2017 marks yet another win for equity investors. Global stock markets generated robust gains, with many indices posting double digit returns. GDP growth rates topped expectations as the world economy continued to strengthen. More importantly, growth was broad-based, with even the struggling economies of Japan, Europe, Brazil, and Russia contributing positively. This is the first time since 2010 that we have seen synchronized expansion and it seems reasonable to expect it to continue. This strong tailwind resulted in comparatively low volatility and high investor confidence throughout the year. The momentum continued to gain traction thanks to the all but perfect combination of increasingly healthy global corporate profits and monetary policy held at near-crisis levels. These factors are contradictory. Global monetary policy remains too stimulative given the considerable improvement in economic conditions. For example, the U.S. economy is better than just ok, with employment and consumer confidence approaching 20-year highs. Bank of Canada governor Stephen Poloz recently stated, “we are at a point in the economic cycle that I think of as the sweet spot. We know that a majority of Canadian companies are running flat out.” In Europe, Mario Draghi raised growth projections in acknowledgement of the broad economic data points that continue to surpass expectations.
Central bankers have been in crisis fighting mode for nearly a decade. Although the crisis is over, the world is awash in debt from the policies of the past, at interest rates that are abnormally low. While investors have been comfortably focused on positive economic results, the reality is they have been super-charged by unsustainably aggressive monetary policy. However, policy is changing. And the risks to equity markets are growing. We see two likely scenarios as global monetary policy normalizes – rates catch up to a global economy that continues to improve faster than expected after years of fits and starts, or, it’s possible the global economy weakens as rates increase, demonstrating that low rates have been propping up the system.
Although Canada led the developed world in GDP growth over the past year, its stock market was one of the weakest (still, we shouldn’t forget that in 2016 the Canadian market posted 20%+ gains). The U.S. market, on the other hand, had an incredibly strong year, with the S&P 500 gaining 21.8% in USD. Outsized returns like these are more typical of post-recession recoveries than they are in the 9th year of a bull market.
The biggest driver, aside from healthy corporate profits, was the much-anticipated tax reform enacted toward year end. With the U.S. performing well, the tax cuts have the potential to over-stimulate the economy. Never before has tax reform occurred this late in an economic cycle. We expect a positive growth impact on the U.S. economy which may accelerate inflationary pressures and exacerbate the need for the Federal Reserve to tighten policy. This year’s nearly perfect combination of growth with no material monetary pressure will be a tough act to follow. While the market is squarely focused on the positive outcomes of the tax reform, it is yet one more policy that results in greater levels of debt to support it. With markets ending the year at record highs, nobody wants to consider how it all gets paid for in the end.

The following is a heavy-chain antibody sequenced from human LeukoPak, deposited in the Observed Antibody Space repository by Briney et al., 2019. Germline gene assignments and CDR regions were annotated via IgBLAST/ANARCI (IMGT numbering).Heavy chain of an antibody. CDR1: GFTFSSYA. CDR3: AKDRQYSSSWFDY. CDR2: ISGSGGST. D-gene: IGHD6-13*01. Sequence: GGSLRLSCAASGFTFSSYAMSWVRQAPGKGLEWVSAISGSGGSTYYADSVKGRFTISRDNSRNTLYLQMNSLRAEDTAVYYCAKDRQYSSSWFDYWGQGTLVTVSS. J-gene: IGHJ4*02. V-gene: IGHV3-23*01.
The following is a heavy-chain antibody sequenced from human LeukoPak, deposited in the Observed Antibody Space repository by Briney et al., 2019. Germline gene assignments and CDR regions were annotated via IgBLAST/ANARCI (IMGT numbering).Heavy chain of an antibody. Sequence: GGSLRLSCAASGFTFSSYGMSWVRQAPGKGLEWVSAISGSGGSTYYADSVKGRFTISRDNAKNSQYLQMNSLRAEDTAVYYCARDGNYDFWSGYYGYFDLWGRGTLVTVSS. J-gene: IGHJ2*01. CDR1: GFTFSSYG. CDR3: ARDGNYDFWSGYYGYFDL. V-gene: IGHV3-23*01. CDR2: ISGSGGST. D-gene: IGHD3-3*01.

For all the hand-wringing surrounding NAFTA, nothing has been solved. We suspect that if global economic growth shows another year of positive gains, the Canadian stock market will become more attractive to investors. Late cycle industries such as commodity producing regions tend to do well in this environment. Canadian banks and insurance companies should also get a boost from higher interest rates, with the caveat that too quick a move may threaten the consumer given the record levels of debt. Cyclical and financial sectors dominate the Canadian market.
Elevated equity and bond valuations have reduced our long-term return expectations. Instead of reaching for a higher return by increasing risk levels (i.e. speculating in cannabis stocks, cryptocurrencies, etc.) we remain disciplined in our risk management process. At the risk of short-term underperformance, our philosophy for long-term success prioritizes capital preservation on the downside. As markets transition, new opportunities will make themselves available to us. Over time, our nearly perfect combination of quality and more attractive value will reappear again.